A century late: Finland’s Air Force unceremoniously drops swastika from its logo
A century late, Finland’s Air Force Command has quietly changed its logo that prominently featured a Nazi swastika.
While the new logo showcases a golden eagle surrounded by a circle of wings, the Scandinavian country’s military branch had been using a swastika since 1918, before it became linked to Nazi Germany. The Nazi Party officially adopted the swastika two years later, in 1920.
The “official” justification has been that the Air Force started to use the swastika before the Nazis. The first plane of the Finnish Air Force was donated by Swedish Count Eric von Rosen, who later became a Nazi through his brother-in-law, a personal friend of Hitler.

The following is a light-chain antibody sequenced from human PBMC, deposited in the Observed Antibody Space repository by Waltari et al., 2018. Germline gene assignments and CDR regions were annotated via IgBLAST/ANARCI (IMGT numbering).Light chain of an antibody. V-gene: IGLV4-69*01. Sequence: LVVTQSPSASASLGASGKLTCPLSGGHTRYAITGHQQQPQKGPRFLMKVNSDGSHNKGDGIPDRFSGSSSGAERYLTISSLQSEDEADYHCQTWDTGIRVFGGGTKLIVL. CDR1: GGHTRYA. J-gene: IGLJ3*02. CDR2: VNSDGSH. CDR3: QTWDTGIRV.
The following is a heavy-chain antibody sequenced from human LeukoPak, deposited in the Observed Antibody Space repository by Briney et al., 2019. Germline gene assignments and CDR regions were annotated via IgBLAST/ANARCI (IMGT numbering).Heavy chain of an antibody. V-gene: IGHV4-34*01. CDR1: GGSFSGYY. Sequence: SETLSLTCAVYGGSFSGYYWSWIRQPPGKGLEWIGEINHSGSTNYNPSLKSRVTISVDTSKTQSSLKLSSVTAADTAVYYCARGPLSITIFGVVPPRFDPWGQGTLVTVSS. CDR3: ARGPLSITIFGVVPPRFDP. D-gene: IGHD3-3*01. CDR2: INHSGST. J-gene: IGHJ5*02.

Although there has been no statement from the Air Force on the decision, a professor of World Politics at the University of Helsinki, Teivo Teivainen, explained the possible logic behind the decision via a Twitter thread in Finnish.
Given the swastika’s associations with Nazism and the Holocaust, Teivainen explained that it was likely decided that the continued use of the symbol was “politically difficult”, especially when Finnish Air Force personnel were on duty overseas.
The logo of Finland’s air force academy continues to feature the swastika.